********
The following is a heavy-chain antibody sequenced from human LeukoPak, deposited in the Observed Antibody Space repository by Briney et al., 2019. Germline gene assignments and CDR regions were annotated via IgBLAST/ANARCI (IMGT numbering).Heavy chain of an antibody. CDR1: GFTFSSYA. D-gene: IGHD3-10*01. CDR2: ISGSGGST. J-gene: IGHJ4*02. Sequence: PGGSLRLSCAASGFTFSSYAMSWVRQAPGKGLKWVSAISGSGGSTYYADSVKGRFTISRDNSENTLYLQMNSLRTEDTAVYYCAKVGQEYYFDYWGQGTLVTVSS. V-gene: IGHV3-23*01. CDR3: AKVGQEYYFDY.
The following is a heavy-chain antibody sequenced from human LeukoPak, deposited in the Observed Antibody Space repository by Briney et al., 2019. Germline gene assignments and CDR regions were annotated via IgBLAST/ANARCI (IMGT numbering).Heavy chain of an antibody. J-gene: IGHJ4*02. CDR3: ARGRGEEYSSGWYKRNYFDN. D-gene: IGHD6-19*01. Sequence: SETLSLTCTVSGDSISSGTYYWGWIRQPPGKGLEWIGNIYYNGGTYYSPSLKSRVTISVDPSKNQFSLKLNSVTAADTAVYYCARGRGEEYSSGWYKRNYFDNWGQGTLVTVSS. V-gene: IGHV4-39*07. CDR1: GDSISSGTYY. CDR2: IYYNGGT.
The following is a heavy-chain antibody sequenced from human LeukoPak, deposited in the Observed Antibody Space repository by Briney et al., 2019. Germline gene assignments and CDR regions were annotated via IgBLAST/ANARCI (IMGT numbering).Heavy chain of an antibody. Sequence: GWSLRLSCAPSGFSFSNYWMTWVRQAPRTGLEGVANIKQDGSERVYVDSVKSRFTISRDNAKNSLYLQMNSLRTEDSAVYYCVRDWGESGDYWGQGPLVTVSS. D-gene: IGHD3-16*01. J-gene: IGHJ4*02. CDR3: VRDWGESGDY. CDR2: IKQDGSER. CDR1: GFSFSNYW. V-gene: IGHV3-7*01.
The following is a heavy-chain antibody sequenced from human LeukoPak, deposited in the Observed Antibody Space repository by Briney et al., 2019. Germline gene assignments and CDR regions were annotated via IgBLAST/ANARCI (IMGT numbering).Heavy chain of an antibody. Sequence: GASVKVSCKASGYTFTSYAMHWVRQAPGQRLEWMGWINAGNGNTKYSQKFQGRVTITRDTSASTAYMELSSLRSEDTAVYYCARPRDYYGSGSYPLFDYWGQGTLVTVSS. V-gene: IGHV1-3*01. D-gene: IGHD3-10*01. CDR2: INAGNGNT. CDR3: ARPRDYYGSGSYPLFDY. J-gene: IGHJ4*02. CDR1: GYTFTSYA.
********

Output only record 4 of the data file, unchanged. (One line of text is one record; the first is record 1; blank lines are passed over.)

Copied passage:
The following is a heavy-chain antibody sequenced from human LeukoPak, deposited in the Observed Antibody Space repository by Briney et al., 2019. Germline gene assignments and CDR regions were annotated via IgBLAST/ANARCI (IMGT numbering).Heavy chain of an antibody. Sequence: GASVKVSCKASGYTFTSYAMHWVRQAPGQRLEWMGWINAGNGNTKYSQKFQGRVTITRDTSASTAYMELSSLRSEDTAVYYCARPRDYYGSGSYPLFDYWGQGTLVTVSS. V-gene: IGHV1-3*01. D-gene: IGHD3-10*01. CDR2: INAGNGNT. CDR3: ARPRDYYGSGSYPLFDY. J-gene: IGHJ4*02. CDR1: GYTFTSYA.